This miniretrospective of Shulamit Ran's chamber work by the Lark Quartet and friends is evidence of her growing stature. At 45 she's still young for a composer, and as a Pulitzer winner she enjoys unprecedented institutional support in this city. She's composer-in-residence at both the Chicago Symphony Orchestra and the Lyric Opera and holds an endowed professorship at the University of Chicago. She also wields clout as an arbiter of new music. But where is she as a composer? Some of her most recent compositions have been mild disappointments, and only a handful of works in her entire oeuvre come close to matching the emotional intensity and unself-conscious craftsmanship of O Chimneys, the song cycle she wrote more than two decades ago. In the 70s and early 80s Ran experimented with a largely atonal style built on sound clusters, echoing the abstract expressionism of her former mentor Ralph Shapey. The oldest piece on the program, For the Actor. Monologue for Clarinet (1978)--a compendium of techniques that passes for somber monodrama--is an example of this style. By the late 80s Ran returned to her Israeli roots, infusing her music with a tangy Middle Eastern sensuality as in the joyous East Wind for flute and the Concerto da Camera II (1987). Her overreliance on formalistic tricks is illustrated in the clever but flawed 1989 String Quartet no. 2 (Vistas); the following year she embraced Middle Eastern modes with abandon in Mirage. In their tribute to Ran, the youthful Lark will be joined by clarinetist Charles Neidich, flutist Mary Stolper, and pianist Brian Connelly. For comparison, the program also includes Beethoven's Quartet in F, op. 135, and Debussy's Syrinx, which depicts Pan's final song. Friday, 8 PM, Mandel Hall, University of Chicago, 1131 E. 57th; 702-8068.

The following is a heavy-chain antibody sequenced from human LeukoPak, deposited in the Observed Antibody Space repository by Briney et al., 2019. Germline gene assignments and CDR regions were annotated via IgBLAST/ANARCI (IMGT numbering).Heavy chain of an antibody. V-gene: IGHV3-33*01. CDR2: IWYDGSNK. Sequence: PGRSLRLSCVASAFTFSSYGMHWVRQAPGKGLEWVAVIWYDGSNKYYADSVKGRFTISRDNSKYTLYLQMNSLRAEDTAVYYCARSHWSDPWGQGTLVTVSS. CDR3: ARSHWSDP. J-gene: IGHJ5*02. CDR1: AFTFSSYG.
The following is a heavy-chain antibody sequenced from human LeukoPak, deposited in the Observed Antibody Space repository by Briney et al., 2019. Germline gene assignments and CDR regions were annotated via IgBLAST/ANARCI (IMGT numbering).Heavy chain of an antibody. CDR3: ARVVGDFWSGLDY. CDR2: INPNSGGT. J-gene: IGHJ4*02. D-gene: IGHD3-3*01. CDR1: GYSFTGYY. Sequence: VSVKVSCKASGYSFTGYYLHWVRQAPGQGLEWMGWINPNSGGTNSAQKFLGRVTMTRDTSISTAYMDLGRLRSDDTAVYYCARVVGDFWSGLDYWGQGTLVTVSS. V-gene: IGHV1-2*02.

Art accompanying story in printed newspaper (not available in this archive): photo/Steve J. Sherman.